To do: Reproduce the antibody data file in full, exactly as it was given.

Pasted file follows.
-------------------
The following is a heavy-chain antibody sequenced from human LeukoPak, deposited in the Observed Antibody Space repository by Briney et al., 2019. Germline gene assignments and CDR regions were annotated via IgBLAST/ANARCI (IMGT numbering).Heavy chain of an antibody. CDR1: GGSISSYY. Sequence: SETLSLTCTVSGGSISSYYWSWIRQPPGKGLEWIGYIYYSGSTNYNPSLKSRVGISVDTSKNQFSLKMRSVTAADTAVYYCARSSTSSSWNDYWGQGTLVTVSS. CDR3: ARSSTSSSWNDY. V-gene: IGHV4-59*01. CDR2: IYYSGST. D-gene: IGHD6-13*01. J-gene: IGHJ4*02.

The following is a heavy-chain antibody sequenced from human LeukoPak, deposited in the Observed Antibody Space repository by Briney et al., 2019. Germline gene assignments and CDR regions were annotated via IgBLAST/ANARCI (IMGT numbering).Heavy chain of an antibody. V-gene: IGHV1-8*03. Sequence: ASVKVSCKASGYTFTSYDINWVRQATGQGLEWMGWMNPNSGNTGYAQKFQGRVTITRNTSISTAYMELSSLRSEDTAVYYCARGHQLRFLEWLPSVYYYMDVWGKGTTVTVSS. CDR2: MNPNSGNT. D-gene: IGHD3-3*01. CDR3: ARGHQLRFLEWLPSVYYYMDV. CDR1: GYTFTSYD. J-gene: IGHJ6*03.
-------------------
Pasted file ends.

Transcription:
The following is a heavy-chain antibody sequenced from human LeukoPak, deposited in the Observed Antibody Space repository by Briney et al., 2019. Germline gene assignments and CDR regions were annotated via IgBLAST/ANARCI (IMGT numbering).Heavy chain of an antibody. CDR1: GGSISSYY. Sequence: SETLSLTCTVSGGSISSYYWSWIRQPPGKGLEWIGYIYYSGSTNYNPSLKSRVGISVDTSKNQFSLKMRSVTAADTAVYYCARSSTSSSWNDYWGQGTLVTVSS. CDR3: ARSSTSSSWNDY. V-gene: IGHV4-59*01. CDR2: IYYSGST. D-gene: IGHD6-13*01. J-gene: IGHJ4*02.

The following is a heavy-chain antibody sequenced from human LeukoPak, deposited in the Observed Antibody Space repository by Briney et al., 2019. Germline gene assignments and CDR regions were annotated via IgBLAST/ANARCI (IMGT numbering).Heavy chain of an antibody. V-gene: IGHV1-8*03. Sequence: ASVKVSCKASGYTFTSYDINWVRQATGQGLEWMGWMNPNSGNTGYAQKFQGRVTITRNTSISTAYMELSSLRSEDTAVYYCARGHQLRFLEWLPSVYYYMDVWGKGTTVTVSS. CDR2: MNPNSGNT. D-gene: IGHD3-3*01. CDR3: ARGHQLRFLEWLPSVYYYMDV. CDR1: GYTFTSYD. J-gene: IGHJ6*03.